The height of irony came, appropriately, at the end of the show, but there were plenty of other moments to remember this year, both good and bad. The stage numbers have become a favorite for many, though perhaps not for the reasons the show's producers might hope. Lots of people tune in to see how surreal surreal can get; as we saw with the fiery cars, zombie people, and dancing pimps and hos, pretty surreal. (Speaking of music, I'm sure I wasn't the only person in the television audience who thought Itzhak Perlman's medley of movie scores was all one tune until he performed the score from "Brokeback Mountain." The right winner was chosen that time. Gustavo Santaolalla's music was the only one that stood out.)
Some of the better preprogrammed moments were preprogrammed decades ago. They included the various montages of old films, including the tribute to film noir beautiful if seriously incomplete and the lovely ode to political films, culminating with the famous passage from "Network," when the fed-up anchorman inspires his viewers to turn off their televisions, stick their heads out of their windows and yell, "I'm as mad as hell, and I'm not going to take this anymore!"
The montage of clips was inspiring, but it also felt like a supposed reminder of how seriously movies take on social topics, for example, "Brokeback." Jon Stewart quickly and humorously deflated that notion. But the Oscars this year were more film-friendly than usual; they even included clips from the nominees as intermissions before commercial breaks. The only thing absent from the overloaded Oscars in recent years has been the movies themselves. So it's encouraging that the Academy Award producers chose to honor them in these various ways. I would urge them to continue.
One way would be to get rid of things that are either irrelevant or redundant. The Academy Awards show could trim its time greatly by limiting the televised awards. The relevance of many like the shorts, both fiction and documentary is questionable. Some categories should simply be eliminated altogether. The sound categories? If you can't tell the difference between editing and mixing, you probably don't have an opinion on the winner. Another montage deserving scrutiny is the one honoring fallen Hollywood icons. Keep it, but develop it naturally. If hardly anyone of importance dies, just give those few longer screen time, don't pad the thing. The national audience neither knows nor cares who produced "Adventures in Babysitting." So why are we reminded when she passes?
Some other observations on the good and the bad:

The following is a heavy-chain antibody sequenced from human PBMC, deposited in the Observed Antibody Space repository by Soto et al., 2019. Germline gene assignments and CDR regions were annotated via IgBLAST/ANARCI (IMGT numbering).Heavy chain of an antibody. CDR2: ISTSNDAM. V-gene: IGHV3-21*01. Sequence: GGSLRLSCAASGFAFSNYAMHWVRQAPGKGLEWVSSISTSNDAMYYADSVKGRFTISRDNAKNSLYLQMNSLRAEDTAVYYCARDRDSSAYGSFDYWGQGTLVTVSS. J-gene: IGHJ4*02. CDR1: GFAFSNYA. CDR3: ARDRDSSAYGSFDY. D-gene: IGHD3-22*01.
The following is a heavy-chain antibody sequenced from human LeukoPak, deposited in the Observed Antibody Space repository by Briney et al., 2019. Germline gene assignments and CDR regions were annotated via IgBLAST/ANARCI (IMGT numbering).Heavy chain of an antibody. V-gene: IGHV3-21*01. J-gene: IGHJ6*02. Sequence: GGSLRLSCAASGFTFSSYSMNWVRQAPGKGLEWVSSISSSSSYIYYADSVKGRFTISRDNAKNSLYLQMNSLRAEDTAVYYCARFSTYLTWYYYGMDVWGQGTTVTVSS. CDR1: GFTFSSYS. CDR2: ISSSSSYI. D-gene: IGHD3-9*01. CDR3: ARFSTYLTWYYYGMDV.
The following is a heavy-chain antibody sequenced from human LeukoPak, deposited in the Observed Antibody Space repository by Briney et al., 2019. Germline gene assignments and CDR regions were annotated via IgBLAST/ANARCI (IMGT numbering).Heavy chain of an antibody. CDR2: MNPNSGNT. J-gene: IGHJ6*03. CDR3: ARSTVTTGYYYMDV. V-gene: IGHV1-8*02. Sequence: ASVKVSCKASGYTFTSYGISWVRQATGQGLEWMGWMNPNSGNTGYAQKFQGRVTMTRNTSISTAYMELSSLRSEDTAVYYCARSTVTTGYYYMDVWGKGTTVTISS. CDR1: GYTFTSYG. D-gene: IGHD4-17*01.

Good: Clint Eastwood was nowhere to be found.
Good: Jon Stewart was everywhere he needed to be, without overstepping.
Good: Larry McMurtry won an Oscar. It was good to see a true writer, with horrid glasses and tie askew, looking as if he had just left the typewriter or was soon headed back to it, accept the statuette.
Bad: Felicity Huffman got screwed. Maybe she hasn't been in the game long enough or her work on television worked against her. But did anyone consider how amazing it is for an actor to play the opposite gender trying to pretend to be the one she really is and make it look real? June Carter was the least noteworthy element of a middling biopic.
Good: Blockbusters were almost universally ignored or pushed to the fringe.
Good: Even smaller movies like "The Squid and the Whale" were recognized, at least as nominated films in smaller categories such as Best Screenplay.
The Best: The announcement of Philip Seymour Hoffman as Best Actor. First, it was unexpected, or at least extremely iffy, with a natural contemporary leading man such as Joaquin Phoenix up for his portrayal of a much more recognizable 20th-century artist. But the Academy got it right with this one. Hoffman deserved the win. It was the best of those nominated. And that's what makes the moment all the sweeter. This was not a make-up award, not an apology for overlooking him in the past. Hoffman as Truman Capote was at the height of his power, in his best role. Accordingly, the Oscars were the best they've been in a while.
This year's awards seemed to reflect a new appreciation for the smaller story, even if they failed, as they most always do, to talk about the very images they pretend to honor. It's true we could wish for more bold originality and visual artistry in our film-going experiences. Robert Altman's ghostly voice from his own past intoning that he doesn't care about stories was a brief antagonistic moment amid much fluffy groupthink. The contenders were mostly small-scale art-house movies, the only major studio contribution being Steven Spielberg's "Munich." The results highlighted again the disturbing split personality in Hollywood, but they were nothing to protest. We weren't left mad as hell this March, and we can take it for one more year. S
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